Clashes between police and suspected cartel gunmen in a northern Mexican town killed 21 people this weekend, Reuters reports, citing local authorities.
The government of the northern state of Coahuila said local security forces killed seven gunmen early on Sunday, adding to 10 others who were shot dead during exchanges in and around the small town of Villa Union not far from the Texas border.
Four police were also killed and six wounded in the shootouts, which stunned residents of the town around midday on Saturday, sparking alarm on social media and fresh criticism of the Mexican’ government’s approach to handling the powerful gangs.
Riding into town in a convoy of heavily armed pickups, gunmen sprayed the offices of the mayor of Villa Union with bullets and fought police for more than an hour.
Heavy gunfire echoed through the town on videos broadcast on social media and local television.
Most of the downed gunmen, who were suspected members of the Cartel of the Northeast from Tamaulipas state to the east, were killed by state police in pursuit of the raiding party after it fled the town, Coahuila’s government said.
The events in Villa Union add to a series of recent security lapses that have raised questions about Mexican President Andres Manuel Lopez Obrador’s policy.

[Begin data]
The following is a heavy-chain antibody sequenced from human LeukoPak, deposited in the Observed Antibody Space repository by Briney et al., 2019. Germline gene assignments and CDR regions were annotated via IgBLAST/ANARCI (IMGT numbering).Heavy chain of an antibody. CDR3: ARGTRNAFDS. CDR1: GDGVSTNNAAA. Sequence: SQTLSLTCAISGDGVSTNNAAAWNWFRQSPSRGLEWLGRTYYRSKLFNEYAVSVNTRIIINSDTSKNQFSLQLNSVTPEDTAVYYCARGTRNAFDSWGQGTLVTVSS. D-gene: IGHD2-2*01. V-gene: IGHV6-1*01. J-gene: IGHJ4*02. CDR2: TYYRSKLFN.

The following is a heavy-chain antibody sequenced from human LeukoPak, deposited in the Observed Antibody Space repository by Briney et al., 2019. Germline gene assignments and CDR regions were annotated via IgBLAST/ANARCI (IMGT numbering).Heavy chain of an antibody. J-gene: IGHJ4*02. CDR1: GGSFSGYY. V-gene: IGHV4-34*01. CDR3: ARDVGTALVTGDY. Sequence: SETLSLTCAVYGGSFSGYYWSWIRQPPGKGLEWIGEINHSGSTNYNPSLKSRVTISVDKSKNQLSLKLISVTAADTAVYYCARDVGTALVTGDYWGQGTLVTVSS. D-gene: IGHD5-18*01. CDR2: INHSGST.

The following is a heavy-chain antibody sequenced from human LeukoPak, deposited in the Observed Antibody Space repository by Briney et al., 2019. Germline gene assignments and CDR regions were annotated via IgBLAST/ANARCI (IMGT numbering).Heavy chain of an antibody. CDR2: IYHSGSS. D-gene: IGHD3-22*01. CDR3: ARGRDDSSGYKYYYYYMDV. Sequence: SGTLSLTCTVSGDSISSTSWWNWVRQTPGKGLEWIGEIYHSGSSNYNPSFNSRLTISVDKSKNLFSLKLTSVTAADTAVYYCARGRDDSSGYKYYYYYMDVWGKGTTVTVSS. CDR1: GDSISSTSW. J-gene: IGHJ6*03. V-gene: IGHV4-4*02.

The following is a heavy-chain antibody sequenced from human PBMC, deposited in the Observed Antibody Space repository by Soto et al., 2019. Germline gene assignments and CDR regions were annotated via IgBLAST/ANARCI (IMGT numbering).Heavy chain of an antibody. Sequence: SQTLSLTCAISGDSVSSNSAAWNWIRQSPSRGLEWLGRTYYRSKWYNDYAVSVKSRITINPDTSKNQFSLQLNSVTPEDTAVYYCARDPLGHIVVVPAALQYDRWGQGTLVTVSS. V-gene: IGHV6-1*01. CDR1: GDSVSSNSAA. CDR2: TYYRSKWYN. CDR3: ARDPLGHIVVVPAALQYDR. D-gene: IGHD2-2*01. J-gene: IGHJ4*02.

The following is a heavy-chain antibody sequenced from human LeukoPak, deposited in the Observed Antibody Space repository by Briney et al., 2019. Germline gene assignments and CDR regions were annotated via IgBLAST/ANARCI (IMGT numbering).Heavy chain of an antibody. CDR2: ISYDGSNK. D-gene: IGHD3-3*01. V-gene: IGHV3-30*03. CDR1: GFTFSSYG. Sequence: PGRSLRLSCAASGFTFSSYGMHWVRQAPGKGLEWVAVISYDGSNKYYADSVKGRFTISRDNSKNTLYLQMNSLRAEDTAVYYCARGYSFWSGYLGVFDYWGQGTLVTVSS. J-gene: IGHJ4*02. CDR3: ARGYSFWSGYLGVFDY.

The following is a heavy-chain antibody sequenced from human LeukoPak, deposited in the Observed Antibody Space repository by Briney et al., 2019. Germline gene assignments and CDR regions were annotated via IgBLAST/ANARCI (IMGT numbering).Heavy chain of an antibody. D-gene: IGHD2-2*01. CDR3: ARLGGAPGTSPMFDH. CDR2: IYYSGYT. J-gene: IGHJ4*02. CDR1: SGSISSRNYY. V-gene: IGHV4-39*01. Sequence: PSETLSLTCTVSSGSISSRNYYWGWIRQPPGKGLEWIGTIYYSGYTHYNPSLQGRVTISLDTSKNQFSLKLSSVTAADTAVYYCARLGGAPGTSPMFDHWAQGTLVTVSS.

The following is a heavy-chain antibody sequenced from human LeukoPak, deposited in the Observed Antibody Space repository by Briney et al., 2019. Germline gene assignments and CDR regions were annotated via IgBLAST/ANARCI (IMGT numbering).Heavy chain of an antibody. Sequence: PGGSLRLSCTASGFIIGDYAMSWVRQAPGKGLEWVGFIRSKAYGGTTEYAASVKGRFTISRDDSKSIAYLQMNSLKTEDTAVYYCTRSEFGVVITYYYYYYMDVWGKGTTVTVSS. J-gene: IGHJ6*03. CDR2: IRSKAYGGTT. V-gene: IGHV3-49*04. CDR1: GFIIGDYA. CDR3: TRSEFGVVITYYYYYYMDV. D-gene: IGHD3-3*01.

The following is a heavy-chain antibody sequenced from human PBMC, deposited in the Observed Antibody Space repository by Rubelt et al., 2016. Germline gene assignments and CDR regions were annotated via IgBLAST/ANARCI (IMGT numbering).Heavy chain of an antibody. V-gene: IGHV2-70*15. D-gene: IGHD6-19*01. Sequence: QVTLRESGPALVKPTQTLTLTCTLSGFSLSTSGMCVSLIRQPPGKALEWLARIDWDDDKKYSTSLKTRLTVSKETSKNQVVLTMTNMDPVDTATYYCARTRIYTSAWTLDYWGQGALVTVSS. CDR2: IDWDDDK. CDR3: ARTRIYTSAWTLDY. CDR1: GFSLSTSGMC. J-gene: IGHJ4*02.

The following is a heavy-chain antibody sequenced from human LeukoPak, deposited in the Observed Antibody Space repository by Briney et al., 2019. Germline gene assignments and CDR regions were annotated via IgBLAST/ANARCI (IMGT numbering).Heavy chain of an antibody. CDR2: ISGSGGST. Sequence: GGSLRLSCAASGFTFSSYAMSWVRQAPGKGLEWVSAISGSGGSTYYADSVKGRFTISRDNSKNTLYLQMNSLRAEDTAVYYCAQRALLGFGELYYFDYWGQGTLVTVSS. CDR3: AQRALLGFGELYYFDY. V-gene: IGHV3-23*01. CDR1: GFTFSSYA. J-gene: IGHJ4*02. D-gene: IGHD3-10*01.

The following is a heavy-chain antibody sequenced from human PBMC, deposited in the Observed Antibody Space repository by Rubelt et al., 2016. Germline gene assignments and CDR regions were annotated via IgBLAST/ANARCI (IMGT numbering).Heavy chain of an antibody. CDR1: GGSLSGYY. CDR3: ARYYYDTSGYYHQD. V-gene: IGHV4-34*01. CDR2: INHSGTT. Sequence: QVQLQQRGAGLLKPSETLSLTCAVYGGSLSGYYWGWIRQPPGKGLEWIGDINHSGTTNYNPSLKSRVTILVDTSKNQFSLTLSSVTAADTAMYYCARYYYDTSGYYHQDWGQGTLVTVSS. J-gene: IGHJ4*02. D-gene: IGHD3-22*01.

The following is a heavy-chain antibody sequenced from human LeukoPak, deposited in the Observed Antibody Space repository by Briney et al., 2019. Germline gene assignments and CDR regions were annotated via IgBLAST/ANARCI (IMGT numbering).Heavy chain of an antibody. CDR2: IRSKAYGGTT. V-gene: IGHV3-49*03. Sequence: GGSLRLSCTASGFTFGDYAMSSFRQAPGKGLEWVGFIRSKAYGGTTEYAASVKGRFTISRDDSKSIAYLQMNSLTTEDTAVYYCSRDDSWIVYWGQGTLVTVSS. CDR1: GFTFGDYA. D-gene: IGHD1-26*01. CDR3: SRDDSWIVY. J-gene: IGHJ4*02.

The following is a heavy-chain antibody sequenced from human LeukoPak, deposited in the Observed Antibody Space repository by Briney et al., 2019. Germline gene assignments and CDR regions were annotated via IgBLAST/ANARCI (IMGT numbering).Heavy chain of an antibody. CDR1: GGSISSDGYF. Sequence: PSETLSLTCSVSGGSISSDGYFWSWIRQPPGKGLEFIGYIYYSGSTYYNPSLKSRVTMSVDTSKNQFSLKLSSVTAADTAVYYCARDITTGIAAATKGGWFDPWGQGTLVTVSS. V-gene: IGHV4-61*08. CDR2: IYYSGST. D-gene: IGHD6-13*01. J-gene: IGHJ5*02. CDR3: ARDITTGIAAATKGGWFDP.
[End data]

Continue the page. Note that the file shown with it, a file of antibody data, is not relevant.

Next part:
Lopez Obrador, who is pushing a less confrontational approach to subduing the cartels, repeated on Sunday that he would not accept any intervention from abroad, while doubling down on his strategy of containment.
But the killings clouded celebrations marking his first year in office, which were buffeted by a march in Mexico City by thousands of people protesting the violence.
During a speech in front of tens of thousands of supporters on his first anniversary as president, Lopez Obrador again said Mexico would handle its security problems, in a nod to US President Donald Trump’s comments earlier in the week.
“We won’t accept any kind of intervention, we’re a sovereign, free country,” the 66-year-old veteran leftist said in Mexico City’s Zocalo central square.
Trump vowed last week to designate Mexican drug gangs as terrorist organizations, stirring concerns in Mexico that Washington could try to take unilateral action to crush the narco cartels.
US Attorney General William Barr is due to visit Mexico next week to discuss cooperation on security.
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